All of the patents discussed above, however, are rather large and bulky and are not easily transported along the course while the golfer is playing a game. U.S. Pat. No. 5,572,761 to Meyer discloses a portable golf ball and club head cleaner that includes a housing within which a cleaning solution and brushes may be contained and a retainer for holding a ball within the housing in order to clean the same. The housing may be attached to a golf bag. This patent, however, appears to have an awkward shape thereby causing transport of the device to be inconvenient.
Thus, a need exists for a compact, portable golf ball and club cleaning device which is easy and convenient to transport and use.
The present invention is designed to overcome the deficiencies of the prior art discussed above. It is an object of the present invention to provide a golf ball and club cleaner that is compact and portable.
It is another object of the present invention to provide a golf ball and club cleaning device that is easy and convenient to use.
It is a further object of the present invention to provide a golf ball and club cleaner that may be releasably attached to other golf equipment.
In accordance with the illustrative embodiments demonstrating features and advantages of the present invention, there is provided a portable golf ball and club cleaning device that includes an elongated housing having sidewalls forming a chamber therein and a lid hingedly connected to the housing. The chamber is adapted to hold a cleaning medium. A plurality of brushes extend inwardly into the chamber from the sidewalls. An opening is formed between the brushes through which a golf club is adapted to fit. Means for holding a golf ball is releasably attached to the interior surface of the lid. The ball holding means includes an elongated panel member with a hole and cut-out portions located adjacent thereto. The cut-out portions form a living hinge. The ball is inserted into the hole and cut-out portions and is held therein. In order to clean a ball, the panel member is removed from the lid. A ball is inserted through the hole and cut-out portions and is placed into the opening of the housing so that the ball contacts the cleaning medium. The means for attaching the elongated panel member to the interior surface of the lid includes a protrusion extending outwardly from the lid and an aperture formed on the panel member wherein the protrusion fits within the aperture. The device also includes means for securing the housing to a golf bag or other golf equipment.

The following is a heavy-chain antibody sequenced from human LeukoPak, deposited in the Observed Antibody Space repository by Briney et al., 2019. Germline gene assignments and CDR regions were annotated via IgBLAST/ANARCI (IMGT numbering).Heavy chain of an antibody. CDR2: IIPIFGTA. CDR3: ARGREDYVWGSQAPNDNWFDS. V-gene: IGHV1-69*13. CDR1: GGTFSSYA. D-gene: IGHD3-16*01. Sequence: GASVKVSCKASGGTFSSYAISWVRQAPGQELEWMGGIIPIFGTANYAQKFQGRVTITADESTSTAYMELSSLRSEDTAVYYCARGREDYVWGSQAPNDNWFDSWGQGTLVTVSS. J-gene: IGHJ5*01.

Other objects, features, and advantages of the invention will be readily apparent from the following detailed description of a preferred embodiment thereof taken in conjunction with the drawings.
For the purpose of illustrating the invention, there is shown in the accompanying drawings one form that is presently preferred; it being understood that the invention is not intended to be limited to the precise arrangements and instrumentalities shown.
FIG. 1 illustrates the cleaning device of the present secured to a golf bag;
FIG. 2 is a cross-sectional view taken through line 2—2 of FIG. 1;
FIG. 3 is a rear perspective view of the cleaning device of the present invention with the lid open and the clip removed;
FIG. 4 is a top plan view of the golf ball holder of the present invention;
FIG. 5 is a side view of the golf ball holder of the present invention;
FIG. 6 illustrates a golf club being cleaned by the present invention; and
FIG. 7 illustrates a golf ball being cleaned by the present invention.